There’s something I lost when I was diagnosed that I still want back. I miss it more than I miss the freedom to act without planning or precaution, or the ability to simply not think about my own safety. It’s hard to explain exactly what it is to someone who hasn’t lost it themselves, but anyone who has lost it will know what I mean, and how it can change your whole life, forever.

What I lost was a faith in my own body. When you know medical horror, or how it feels to be so sick that it doesn’t seem like such a terrible thing to simply stop being, when you know by heart what the inside of a hospital room at four in the morning sounds like, and how you can be suddenly and terribly blindsided by illness in a way that never could have been expected, then you also know with painful clarity that there are no certainties in this life. There is no guarantee that these fragile bodies we all nurture will perform the tasks they are meant to, or that their capacity for perseverance will match that of our souls. It seems like a simple lesson, an obvious one, perhaps, but the difference between knowing these things on a logical level and knowing them on an emotional level is the difference between being told about a picture and seeing it with your own eyes.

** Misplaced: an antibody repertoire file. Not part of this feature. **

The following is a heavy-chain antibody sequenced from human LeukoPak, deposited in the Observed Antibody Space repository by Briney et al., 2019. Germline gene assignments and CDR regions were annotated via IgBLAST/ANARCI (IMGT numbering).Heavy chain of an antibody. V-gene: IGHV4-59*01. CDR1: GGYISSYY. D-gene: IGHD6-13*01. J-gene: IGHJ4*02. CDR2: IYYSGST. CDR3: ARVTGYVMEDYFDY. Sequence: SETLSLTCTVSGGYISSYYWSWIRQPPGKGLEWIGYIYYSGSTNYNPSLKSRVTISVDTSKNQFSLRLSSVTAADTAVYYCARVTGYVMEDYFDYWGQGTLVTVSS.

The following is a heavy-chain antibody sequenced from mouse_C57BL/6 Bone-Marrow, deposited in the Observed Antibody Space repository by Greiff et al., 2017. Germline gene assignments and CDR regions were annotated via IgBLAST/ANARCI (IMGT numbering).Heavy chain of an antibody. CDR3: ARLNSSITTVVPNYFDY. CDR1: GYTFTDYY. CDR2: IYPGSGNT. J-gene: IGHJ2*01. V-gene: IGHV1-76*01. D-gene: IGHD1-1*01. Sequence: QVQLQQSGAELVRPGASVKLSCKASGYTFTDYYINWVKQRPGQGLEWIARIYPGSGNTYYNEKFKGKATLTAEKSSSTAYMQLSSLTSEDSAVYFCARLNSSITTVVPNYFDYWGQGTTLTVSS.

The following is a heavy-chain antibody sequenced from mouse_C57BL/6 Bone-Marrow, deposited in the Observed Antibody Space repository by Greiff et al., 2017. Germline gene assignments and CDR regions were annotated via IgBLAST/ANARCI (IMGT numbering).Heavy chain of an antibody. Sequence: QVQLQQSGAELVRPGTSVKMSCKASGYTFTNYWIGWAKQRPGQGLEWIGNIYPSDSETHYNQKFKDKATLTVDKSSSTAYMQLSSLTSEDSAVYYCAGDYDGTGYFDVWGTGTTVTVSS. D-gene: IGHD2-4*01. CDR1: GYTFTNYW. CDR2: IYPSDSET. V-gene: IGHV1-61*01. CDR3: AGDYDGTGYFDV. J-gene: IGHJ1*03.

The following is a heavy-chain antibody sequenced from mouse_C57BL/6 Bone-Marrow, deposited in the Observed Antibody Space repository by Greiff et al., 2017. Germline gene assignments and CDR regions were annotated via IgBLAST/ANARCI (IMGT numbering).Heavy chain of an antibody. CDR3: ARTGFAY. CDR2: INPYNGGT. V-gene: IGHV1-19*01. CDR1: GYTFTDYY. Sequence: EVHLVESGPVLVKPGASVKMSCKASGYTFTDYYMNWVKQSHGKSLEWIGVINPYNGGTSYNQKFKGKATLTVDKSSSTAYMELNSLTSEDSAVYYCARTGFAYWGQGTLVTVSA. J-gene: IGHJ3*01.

And I wish I didn’t know this, yet. I wish I didn’t know what the look in my parent’s eyes was like when they were afraid for the life of their daughter. I can’t unlearn what that look was, though, or what it was like to be in the ICU and have a doctor tell me I was a few hours from dead, or any of the sadness and losses that have come since. Nor can I prevent what is still to come.

What I can do is ring the bells that still can ring. I can celebrate the deep river of love that flows through my life, I can hold the hopefulness of the human spirit up as sacred, and I can be overwhelmed with gratitude.

Ring the bells that still can ring
Forget your perfect offering
There is a crack in everything
That’s how the light gets in.
-Leonard Cohen

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